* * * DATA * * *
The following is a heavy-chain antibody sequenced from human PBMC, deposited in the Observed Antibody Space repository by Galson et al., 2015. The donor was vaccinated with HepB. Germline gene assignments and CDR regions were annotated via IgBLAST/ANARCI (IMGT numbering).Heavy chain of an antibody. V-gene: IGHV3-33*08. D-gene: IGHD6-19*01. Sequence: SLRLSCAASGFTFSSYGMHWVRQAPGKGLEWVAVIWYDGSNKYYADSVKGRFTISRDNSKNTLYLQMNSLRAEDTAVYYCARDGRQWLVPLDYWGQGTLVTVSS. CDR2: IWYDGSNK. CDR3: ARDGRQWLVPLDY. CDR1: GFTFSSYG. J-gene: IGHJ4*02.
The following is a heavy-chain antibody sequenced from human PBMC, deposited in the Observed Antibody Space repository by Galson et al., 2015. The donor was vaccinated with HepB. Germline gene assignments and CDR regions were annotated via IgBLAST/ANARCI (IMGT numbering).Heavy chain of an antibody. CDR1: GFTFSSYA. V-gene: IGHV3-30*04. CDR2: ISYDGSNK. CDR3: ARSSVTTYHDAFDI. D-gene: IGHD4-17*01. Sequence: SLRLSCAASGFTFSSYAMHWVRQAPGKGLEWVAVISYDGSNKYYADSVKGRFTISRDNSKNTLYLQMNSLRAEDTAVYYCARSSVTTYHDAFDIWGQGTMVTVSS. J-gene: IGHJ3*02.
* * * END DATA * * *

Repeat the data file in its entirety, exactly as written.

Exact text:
The following is a heavy-chain antibody sequenced from human PBMC, deposited in the Observed Antibody Space repository by Galson et al., 2015. The donor was vaccinated with HepB. Germline gene assignments and CDR regions were annotated via IgBLAST/ANARCI (IMGT numbering).Heavy chain of an antibody. V-gene: IGHV3-33*08. D-gene: IGHD6-19*01. Sequence: SLRLSCAASGFTFSSYGMHWVRQAPGKGLEWVAVIWYDGSNKYYADSVKGRFTISRDNSKNTLYLQMNSLRAEDTAVYYCARDGRQWLVPLDYWGQGTLVTVSS. CDR2: IWYDGSNK. CDR3: ARDGRQWLVPLDY. CDR1: GFTFSSYG. J-gene: IGHJ4*02.
The following is a heavy-chain antibody sequenced from human PBMC, deposited in the Observed Antibody Space repository by Galson et al., 2015. The donor was vaccinated with HepB. Germline gene assignments and CDR regions were annotated via IgBLAST/ANARCI (IMGT numbering).Heavy chain of an antibody. CDR1: GFTFSSYA. V-gene: IGHV3-30*04. CDR2: ISYDGSNK. CDR3: ARSSVTTYHDAFDI. D-gene: IGHD4-17*01. Sequence: SLRLSCAASGFTFSSYAMHWVRQAPGKGLEWVAVISYDGSNKYYADSVKGRFTISRDNSKNTLYLQMNSLRAEDTAVYYCARSSVTTYHDAFDIWGQGTMVTVSS. J-gene: IGHJ3*02.